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Tulsa Woman Who Claimed To Cure Cancer Guilty On 29 Counts

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Antonella Carpenter was charged with 41 counts of fraud. Antonella Carpenter was charged with 41 counts of fraud.
U.S. Attorney, Danny Williams. U.S. Attorney, Danny Williams.
TULSA, Oklahoma -

A woman charged with a million dollar cancer treatment scheme was convicted on 29 counts of fraud Wednesday.

Antonella Carpenter is accused of injecting cancer patients with a saline and dye solution, claiming it cures cancer.

With her trademark pink hair, Carpenter needed help walking to the podium after the convictions were handed down - guilty on 29 counts; she could face ten to 20 years for each one.

For nearly six years, investigators say Carpenter cheated cancer patients out of their money and gave them false hope.

"These people should have been seeking treatment that could either extend their lives or saved their lives. Instead, she was receiving monies for a procedure that did not work," said U.S. Attorney, Danny Williams.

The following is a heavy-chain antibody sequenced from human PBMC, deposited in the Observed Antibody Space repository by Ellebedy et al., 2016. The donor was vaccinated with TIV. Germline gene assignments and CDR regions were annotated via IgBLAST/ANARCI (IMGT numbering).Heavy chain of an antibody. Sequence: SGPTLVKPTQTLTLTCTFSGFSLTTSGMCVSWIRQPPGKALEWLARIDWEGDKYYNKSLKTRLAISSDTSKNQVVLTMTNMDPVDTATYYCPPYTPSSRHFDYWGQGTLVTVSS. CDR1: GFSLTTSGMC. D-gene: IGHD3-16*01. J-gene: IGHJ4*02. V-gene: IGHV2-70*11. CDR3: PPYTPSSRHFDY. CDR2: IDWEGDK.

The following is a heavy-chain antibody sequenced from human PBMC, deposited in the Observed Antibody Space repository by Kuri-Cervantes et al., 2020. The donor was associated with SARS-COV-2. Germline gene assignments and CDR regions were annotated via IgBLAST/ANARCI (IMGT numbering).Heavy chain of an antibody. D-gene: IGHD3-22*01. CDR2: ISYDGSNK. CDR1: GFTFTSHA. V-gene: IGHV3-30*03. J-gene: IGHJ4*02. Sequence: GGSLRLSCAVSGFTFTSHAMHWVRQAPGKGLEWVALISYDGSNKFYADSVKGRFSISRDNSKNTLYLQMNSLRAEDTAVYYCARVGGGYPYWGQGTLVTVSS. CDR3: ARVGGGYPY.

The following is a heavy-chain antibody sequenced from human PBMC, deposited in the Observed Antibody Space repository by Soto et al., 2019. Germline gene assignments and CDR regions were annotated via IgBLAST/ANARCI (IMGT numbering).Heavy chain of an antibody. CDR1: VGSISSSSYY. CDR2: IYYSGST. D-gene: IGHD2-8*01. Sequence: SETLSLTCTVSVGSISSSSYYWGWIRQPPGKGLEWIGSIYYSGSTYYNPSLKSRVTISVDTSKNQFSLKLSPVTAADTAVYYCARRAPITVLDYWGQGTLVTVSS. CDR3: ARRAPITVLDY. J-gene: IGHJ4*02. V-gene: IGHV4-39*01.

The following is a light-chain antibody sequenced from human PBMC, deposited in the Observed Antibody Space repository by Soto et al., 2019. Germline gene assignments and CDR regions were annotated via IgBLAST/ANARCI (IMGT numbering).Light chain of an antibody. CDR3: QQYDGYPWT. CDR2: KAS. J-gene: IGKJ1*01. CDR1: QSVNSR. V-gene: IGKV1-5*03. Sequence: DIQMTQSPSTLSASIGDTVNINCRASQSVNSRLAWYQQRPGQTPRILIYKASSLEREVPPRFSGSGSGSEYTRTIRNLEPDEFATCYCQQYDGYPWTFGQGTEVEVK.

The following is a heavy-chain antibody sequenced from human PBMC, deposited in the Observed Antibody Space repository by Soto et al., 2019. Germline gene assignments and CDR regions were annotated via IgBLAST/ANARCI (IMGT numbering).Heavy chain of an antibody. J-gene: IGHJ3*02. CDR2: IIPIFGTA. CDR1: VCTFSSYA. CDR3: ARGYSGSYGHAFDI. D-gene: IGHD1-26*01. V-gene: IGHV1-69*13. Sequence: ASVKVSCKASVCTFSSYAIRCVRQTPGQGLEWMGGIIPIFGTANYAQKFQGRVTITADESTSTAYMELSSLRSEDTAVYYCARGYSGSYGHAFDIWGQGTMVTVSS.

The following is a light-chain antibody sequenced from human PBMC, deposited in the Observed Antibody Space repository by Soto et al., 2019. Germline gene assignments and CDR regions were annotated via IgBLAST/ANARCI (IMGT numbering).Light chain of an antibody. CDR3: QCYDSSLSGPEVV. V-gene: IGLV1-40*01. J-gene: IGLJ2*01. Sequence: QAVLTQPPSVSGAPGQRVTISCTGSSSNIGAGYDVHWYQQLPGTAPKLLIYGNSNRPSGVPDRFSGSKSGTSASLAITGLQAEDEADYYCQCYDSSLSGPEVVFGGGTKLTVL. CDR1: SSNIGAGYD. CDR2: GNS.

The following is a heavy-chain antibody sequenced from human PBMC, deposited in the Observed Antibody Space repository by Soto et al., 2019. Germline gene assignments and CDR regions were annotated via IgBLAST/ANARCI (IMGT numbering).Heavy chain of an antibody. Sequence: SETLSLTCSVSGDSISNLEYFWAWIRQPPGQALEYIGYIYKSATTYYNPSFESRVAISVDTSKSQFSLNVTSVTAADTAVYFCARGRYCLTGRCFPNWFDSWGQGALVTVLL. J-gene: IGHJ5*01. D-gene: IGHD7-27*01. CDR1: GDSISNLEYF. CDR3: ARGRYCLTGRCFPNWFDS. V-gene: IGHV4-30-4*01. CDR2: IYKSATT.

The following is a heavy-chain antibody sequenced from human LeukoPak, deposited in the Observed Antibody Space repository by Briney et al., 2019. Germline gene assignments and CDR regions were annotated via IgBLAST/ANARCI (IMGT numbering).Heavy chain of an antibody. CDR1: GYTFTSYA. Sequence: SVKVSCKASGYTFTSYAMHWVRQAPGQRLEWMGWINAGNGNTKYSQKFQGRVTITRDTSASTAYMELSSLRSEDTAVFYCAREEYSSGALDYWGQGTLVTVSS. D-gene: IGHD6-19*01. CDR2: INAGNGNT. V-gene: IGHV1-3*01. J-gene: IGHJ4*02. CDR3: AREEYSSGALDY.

In October 2014, she was indicted on 41 charges - including travel fraud, wire fraud and mail fraud.

The federal charges claim Carpenter, now 71, encouraged patients to travel to Oklahoma for treatment and took money for the cancer removal procedure she claimed was 100 percent effective.

10/30/2014 Related Story: Tulsa Woman Claiming To Cure Cancer Charged With Fraud

Court documents show Carpenter treated patients at her Owasso and Broken Arrow clinics by injecting them with a mixture of saline solution and ordinary food dye, or walnut hull extract. She would then perform laser treatments on the patient.

Williams said, “I wouldn't call it bizarre, I would call it fraud. I would call the promise that she made to these people, who were desperate, a crime. And we felt very good when we indicted the case."

The 41 charges were filed after the FDA launched its own investigation. By then, former patients were suing Carpenter.

At the end of the nearly month-long trial, the court read the jury's verdicts - guilty of 29 counts, not guilty on nine, and they were unable to reach a unanimous verdict on three.

"I think she did not anticipate she was going to be convicted today and she seemed to be in shock," Williams said.

We tried to speak to Carpenter and her attorneys but they left without comment.

Carpenter is being allowed to stay out of jail on bond until she is sentenced; no word yet on when that will happen.

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